2004 OPEN FORUM Abstracts
TIDAL VOLUME DELIVERY DURING NASAL SIMV IN NEONATES
Deakins RRT-NPS, Robert L. Chatburn RRT-NPS FAARC Rainbow
Babies & Children’s Hospital, Cleveland, OH
Introduction: Noninvasive ventilation of neonates using pressure controlled SIMV through nasal prongs has been shown to improve outcomes compared to nasal CPAP alone. (Nasal intermittent positive pressure ventilation versus nasal continuous positive airway pressure for preterm neonates after extubation: The Cochrane Library, Issue 3, 2004) However, no studies have provided data regarding potential tidal volume delivery. The purpose of this bench evaluation was to determine the effects of ventilating pressure, inspiratory time and cannula type on volume delivery.
Methods: A simple volume displacement test was performed using four nasal CPAP delivery devices. A capped, inverted 30 mL syringe, (plunger removed) was filled with water, supported by a double burette clamp and one end immersed in water. A 3.0mm endotracheal tube adapter was attached to an infant nasal cannula (Salter Laboratories). The cannula was then connected to an Infrasonics Infant Star ventilator. The prongs of the cannula were placed under water inside the syringe. The ventilator was set to cycle at a frequency of 15/min, peak pressures 5 and 10 cm H20 and inspiratory times 0.3 and 0.5 seconds at flows of 8 L/min (PEEP = 0). The volume of water displaced over five consecutive breaths was recorded. The procedure was repeated using small nasal CPAP prongs (Medicomp.) and (Fisher & Paykel), and 2.5 mm O.D.7.5 French Binasal airway (Neotech).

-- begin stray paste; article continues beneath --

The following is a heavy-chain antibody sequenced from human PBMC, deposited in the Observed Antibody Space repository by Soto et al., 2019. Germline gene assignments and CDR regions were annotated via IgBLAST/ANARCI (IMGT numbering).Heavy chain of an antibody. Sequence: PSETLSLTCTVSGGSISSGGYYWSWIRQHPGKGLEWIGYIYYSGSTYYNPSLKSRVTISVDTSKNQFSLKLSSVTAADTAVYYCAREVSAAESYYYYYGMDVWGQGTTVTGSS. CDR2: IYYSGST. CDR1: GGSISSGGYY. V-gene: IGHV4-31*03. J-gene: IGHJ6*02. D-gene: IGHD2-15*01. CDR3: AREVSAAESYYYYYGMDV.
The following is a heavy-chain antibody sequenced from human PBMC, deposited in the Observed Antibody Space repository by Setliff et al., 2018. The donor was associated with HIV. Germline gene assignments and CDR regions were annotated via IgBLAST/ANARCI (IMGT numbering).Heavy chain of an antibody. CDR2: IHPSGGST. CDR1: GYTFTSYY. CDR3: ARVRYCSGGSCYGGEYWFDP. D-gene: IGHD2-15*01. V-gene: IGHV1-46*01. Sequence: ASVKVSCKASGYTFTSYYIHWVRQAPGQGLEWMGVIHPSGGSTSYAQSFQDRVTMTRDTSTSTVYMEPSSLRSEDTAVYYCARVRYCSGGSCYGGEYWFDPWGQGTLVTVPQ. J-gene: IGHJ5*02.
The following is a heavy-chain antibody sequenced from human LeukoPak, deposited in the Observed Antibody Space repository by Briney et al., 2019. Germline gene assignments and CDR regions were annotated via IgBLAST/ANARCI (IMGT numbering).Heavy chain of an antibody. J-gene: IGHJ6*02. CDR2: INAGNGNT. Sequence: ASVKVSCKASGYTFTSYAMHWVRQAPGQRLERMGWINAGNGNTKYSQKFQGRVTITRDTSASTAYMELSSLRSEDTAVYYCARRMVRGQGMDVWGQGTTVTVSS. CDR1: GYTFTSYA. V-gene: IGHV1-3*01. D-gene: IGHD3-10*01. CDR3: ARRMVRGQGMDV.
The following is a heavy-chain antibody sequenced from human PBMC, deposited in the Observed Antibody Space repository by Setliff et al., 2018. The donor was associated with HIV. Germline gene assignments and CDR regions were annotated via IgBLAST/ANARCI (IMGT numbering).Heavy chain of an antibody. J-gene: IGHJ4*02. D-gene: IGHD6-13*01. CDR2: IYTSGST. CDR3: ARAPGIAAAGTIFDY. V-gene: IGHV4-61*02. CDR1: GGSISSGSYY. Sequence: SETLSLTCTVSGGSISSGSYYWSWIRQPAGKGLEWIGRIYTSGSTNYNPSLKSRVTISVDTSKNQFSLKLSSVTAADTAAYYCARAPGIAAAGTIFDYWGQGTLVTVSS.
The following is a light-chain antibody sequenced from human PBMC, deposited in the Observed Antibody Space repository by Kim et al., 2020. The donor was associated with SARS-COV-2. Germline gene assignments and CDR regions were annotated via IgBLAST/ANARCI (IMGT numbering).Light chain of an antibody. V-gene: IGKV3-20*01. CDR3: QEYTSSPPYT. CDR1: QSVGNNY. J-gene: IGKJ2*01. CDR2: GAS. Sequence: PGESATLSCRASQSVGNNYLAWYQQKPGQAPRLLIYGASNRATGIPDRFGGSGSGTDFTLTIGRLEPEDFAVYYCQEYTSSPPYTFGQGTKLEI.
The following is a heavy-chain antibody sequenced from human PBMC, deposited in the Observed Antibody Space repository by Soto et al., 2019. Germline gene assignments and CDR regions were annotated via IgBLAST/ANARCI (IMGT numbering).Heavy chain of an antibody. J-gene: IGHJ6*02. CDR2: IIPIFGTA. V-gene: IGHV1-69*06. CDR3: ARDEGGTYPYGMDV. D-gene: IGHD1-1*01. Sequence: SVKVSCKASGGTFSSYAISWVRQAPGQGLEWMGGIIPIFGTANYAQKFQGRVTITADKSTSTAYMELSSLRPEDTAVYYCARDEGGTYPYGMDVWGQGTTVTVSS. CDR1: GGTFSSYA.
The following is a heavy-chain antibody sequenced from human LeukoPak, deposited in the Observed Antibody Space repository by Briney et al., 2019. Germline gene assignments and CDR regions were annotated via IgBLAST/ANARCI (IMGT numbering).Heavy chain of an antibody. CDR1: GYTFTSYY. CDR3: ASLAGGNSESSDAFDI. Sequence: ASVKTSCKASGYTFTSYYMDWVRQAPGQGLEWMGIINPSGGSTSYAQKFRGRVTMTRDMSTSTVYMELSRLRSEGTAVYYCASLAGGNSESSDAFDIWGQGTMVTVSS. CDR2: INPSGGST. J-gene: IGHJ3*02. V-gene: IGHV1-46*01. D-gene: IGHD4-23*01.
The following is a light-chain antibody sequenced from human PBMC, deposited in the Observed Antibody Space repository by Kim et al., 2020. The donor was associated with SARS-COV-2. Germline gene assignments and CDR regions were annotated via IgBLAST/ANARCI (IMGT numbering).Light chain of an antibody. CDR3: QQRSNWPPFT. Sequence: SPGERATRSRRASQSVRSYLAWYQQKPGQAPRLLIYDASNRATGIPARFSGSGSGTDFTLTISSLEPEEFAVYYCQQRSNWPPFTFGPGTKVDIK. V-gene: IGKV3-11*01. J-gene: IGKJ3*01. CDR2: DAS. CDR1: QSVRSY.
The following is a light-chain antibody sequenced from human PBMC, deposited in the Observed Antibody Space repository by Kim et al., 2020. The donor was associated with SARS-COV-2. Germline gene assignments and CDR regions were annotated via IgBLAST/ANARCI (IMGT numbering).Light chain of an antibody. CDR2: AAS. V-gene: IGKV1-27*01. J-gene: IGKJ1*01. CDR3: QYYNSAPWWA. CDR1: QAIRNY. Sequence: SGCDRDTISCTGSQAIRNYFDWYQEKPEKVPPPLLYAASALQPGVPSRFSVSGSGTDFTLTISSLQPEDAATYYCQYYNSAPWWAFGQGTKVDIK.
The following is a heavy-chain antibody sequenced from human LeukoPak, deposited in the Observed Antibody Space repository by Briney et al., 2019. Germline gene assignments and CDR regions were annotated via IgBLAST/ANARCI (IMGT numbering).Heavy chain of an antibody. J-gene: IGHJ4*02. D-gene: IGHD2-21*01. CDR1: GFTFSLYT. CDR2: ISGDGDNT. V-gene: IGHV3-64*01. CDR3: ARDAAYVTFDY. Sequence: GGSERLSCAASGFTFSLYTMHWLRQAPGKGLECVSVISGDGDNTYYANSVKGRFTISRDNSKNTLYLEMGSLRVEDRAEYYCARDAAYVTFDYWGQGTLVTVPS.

Results: Experimental data are shown in the table below.
As expected, volume delivery through the fixed resistance of the
prongs and cannula was proportional to inspiratory time for all
delivery devices. Volume delivery was greatest with the nasal prongs
because they had the greatest internal diameter. Selection of
appropriate ventilator settings to avoid potentially dangerous volume
delivery is highly dependent on the type of delivery device. In our
clinical experience, nasal CPAP prongs are the best choice for
delivering nasal SIMV using peak pressures of 20 (
P15) and inspiratory time of 0.5 seconds. Nasal cannula should be
used only when CPAP prongs are too large for the premature infant.